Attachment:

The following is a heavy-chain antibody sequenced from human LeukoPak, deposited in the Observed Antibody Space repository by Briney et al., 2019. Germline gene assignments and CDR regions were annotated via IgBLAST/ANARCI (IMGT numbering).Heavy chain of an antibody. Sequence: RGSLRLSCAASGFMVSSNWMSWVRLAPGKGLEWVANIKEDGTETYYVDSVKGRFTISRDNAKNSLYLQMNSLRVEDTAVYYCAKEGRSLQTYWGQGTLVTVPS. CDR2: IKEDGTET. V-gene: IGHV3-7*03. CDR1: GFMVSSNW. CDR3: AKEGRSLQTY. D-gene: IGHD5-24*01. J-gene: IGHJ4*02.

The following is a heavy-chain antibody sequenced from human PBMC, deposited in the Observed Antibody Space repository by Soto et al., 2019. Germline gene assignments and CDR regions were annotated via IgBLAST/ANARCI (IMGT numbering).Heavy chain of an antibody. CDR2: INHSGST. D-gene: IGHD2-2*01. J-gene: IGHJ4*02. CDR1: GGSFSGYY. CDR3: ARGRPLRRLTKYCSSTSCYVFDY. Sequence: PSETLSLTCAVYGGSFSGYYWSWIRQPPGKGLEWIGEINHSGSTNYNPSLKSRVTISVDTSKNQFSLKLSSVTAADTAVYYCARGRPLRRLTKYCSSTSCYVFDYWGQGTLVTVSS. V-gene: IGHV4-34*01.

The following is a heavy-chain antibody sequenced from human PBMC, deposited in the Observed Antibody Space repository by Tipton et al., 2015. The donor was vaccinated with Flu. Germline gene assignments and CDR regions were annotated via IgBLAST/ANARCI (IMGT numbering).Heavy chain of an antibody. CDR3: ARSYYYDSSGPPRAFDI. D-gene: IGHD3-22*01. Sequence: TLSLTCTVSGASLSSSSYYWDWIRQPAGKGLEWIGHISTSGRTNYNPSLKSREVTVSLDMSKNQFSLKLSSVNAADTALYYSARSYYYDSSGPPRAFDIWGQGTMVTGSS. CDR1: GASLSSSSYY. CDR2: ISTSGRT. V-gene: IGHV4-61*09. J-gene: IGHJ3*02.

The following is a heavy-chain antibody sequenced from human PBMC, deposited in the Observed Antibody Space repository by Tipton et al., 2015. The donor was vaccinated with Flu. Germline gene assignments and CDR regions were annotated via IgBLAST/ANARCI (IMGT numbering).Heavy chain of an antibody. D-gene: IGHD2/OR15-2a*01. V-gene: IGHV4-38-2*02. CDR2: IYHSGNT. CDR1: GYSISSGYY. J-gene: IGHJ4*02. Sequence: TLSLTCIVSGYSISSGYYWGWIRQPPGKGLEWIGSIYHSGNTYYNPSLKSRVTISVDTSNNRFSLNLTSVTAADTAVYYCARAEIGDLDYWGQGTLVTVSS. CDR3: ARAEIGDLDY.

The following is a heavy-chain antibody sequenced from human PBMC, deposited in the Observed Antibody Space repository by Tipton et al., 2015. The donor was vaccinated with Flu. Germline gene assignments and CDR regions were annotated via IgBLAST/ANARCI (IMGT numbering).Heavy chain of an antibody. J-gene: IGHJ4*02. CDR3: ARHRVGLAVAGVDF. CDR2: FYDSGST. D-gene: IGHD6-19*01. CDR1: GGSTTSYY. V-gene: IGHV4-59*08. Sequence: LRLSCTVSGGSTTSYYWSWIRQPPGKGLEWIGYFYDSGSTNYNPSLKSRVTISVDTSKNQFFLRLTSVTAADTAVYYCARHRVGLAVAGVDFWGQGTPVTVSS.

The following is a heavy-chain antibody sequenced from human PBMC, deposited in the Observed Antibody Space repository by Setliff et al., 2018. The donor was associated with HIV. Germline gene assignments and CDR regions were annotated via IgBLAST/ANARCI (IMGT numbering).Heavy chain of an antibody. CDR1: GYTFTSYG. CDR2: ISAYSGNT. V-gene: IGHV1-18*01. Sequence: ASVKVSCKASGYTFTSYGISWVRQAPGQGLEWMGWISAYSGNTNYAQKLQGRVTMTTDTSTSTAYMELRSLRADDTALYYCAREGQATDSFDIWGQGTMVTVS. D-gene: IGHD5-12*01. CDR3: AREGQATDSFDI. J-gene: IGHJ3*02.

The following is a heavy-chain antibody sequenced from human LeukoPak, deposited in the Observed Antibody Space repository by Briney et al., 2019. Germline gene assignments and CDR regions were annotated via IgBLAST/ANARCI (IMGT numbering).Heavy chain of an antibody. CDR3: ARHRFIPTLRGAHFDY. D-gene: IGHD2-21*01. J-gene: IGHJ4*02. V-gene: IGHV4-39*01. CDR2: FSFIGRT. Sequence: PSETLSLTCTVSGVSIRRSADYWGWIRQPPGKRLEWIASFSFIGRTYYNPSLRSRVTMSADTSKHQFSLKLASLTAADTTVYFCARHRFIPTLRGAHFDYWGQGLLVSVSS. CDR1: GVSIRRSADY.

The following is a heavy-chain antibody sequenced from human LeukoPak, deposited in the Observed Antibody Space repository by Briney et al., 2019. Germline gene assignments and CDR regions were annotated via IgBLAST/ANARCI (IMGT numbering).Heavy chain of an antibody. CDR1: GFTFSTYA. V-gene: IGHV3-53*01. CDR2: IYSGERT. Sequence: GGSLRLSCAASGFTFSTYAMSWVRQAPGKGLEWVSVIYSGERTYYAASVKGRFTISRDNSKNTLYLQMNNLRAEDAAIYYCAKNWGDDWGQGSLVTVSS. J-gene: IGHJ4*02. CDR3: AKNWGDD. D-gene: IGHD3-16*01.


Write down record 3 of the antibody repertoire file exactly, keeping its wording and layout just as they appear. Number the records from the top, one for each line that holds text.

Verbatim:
The following is a heavy-chain antibody sequenced from human PBMC, deposited in the Observed Antibody Space repository by Tipton et al., 2015. The donor was vaccinated with Flu. Germline gene assignments and CDR regions were annotated via IgBLAST/ANARCI (IMGT numbering).Heavy chain of an antibody. CDR3: ARSYYYDSSGPPRAFDI. D-gene: IGHD3-22*01. Sequence: TLSLTCTVSGASLSSSSYYWDWIRQPAGKGLEWIGHISTSGRTNYNPSLKSREVTVSLDMSKNQFSLKLSSVNAADTALYYSARSYYYDSSGPPRAFDIWGQGTMVTGSS. CDR1: GASLSSSSYY. CDR2: ISTSGRT. V-gene: IGHV4-61*09. J-gene: IGHJ3*02.